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## Remote Ready Biology Learning Activities

Remote Ready Biology Learning Activities has 50 remote-ready activities, which work for either your classroom or remote teaching.

# Styles of Science Education 2001-02 Forum

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 Connections between science and math Name: Lisa ChirlDate: 2001-10-01 09:51:46 Link to this Comment: 346

Paul,

I appreciate your detailed comments. I think I agree with many of your points, particularly avoiding the erection of barriers to people pursuing science as a study. However, I do believe that we need to help people understand science, not by using mathemetics as a "be all and end all" of that study but instead as a tool which helps to further our understanding. As we discussed, students too often take a mathematical relationship as proof of correctness, even when they are applying that relationship incorrectly! We need to help people learn to expand their basic intuition about numerical relationships to those that we use in science.

I think that we need to look at the relationship between science and mathematics as just that--a relationship. Sometimes mathematical relationships and functions help us extend our understanding of a physical phenomenon, other times our observation of a physical phenomenon causes us to extend or totally change our mathematical models. But, to do this, I think we need to also teach this way, instead of teaching subjects as a series of discrete boxes.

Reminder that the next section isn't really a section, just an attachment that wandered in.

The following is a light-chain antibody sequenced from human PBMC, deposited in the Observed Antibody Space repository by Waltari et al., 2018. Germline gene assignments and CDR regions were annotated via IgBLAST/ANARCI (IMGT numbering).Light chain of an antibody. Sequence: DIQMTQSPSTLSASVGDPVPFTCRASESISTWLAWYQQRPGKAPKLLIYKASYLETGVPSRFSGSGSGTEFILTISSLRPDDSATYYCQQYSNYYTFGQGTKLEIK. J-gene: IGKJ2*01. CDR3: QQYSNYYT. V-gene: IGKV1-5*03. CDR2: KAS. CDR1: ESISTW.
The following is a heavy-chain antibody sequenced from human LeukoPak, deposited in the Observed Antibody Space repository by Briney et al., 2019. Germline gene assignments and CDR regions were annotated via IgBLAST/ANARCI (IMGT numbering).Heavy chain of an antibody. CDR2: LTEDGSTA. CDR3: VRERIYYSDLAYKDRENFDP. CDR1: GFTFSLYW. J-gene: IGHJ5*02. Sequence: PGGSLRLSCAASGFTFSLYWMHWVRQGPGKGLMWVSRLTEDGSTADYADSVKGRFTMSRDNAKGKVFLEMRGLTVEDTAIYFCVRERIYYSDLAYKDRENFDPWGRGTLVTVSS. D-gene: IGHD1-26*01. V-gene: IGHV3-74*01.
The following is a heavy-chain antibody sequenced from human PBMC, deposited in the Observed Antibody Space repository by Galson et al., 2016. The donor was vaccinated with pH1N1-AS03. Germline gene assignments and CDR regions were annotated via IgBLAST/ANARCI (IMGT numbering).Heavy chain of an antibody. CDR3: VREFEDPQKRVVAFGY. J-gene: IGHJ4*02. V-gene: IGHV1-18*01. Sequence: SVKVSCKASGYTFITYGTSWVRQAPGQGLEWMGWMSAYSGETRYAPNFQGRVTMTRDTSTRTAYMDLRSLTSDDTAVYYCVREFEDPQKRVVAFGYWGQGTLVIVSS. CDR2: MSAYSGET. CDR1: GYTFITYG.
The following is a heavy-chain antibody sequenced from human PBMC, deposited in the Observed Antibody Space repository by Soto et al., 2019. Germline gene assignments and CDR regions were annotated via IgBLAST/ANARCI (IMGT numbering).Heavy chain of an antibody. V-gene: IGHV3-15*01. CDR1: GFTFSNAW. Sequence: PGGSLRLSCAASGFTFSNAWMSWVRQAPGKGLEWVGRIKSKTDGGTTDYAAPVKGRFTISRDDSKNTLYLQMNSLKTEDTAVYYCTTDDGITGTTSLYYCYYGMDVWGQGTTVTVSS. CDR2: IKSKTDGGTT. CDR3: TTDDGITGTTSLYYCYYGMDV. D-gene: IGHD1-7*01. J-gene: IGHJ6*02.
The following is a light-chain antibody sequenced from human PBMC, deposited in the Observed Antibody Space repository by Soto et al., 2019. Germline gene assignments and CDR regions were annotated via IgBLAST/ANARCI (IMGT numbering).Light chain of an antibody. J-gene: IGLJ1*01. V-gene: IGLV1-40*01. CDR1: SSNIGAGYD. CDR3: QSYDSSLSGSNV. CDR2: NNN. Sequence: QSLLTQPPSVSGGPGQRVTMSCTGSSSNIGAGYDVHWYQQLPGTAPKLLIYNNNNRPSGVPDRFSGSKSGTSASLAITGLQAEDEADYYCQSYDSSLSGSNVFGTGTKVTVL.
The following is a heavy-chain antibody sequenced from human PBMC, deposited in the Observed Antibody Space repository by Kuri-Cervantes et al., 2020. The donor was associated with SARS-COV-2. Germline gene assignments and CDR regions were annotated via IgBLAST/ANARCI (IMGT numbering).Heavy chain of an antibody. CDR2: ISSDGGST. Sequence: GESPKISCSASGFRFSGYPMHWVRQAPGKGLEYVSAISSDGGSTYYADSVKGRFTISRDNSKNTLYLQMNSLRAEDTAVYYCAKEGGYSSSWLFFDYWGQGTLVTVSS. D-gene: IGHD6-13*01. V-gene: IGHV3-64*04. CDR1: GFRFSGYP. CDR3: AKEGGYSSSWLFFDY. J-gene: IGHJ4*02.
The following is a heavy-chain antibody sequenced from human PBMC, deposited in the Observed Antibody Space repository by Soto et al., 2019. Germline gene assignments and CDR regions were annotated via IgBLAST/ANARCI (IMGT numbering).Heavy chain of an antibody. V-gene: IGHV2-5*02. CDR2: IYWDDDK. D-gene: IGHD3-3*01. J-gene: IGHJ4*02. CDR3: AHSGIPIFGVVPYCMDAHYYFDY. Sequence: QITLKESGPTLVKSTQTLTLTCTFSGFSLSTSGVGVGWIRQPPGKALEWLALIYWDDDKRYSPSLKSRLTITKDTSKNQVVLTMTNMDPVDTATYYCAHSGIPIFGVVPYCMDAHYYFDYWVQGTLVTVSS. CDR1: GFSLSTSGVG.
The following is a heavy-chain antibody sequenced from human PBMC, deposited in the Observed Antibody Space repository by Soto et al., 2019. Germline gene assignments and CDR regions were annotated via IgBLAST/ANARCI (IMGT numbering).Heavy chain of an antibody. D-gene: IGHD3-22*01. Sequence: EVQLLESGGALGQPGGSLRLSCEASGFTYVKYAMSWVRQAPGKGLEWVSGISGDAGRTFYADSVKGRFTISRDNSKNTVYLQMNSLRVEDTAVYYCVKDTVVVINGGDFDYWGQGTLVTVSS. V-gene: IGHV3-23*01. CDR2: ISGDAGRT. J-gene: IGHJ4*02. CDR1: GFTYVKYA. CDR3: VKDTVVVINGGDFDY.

People also need help extending their numerical intution (or perhaps just some help with confidence in their own ability). I find, when teaching here at BMC, that students have little problem dealing with numerical relationships involving familiar systems (If I want to make two cakes and each cake needs four eggs, how many eggs do I need?). However, the extension of this type of intuition to chemical reactions often seems quite foreign to them, and needs to be explicitly described.

Finally, we need to emphasize thinking as part of learning science. For whatever reason, students often approach the study of science as a series of algorithms to be memorized and applied. This approach seems to cause students to emphasize the mathematical formulas at the expense of real understanding.

I look forward to hearing from you and others on these topics.

Lisa

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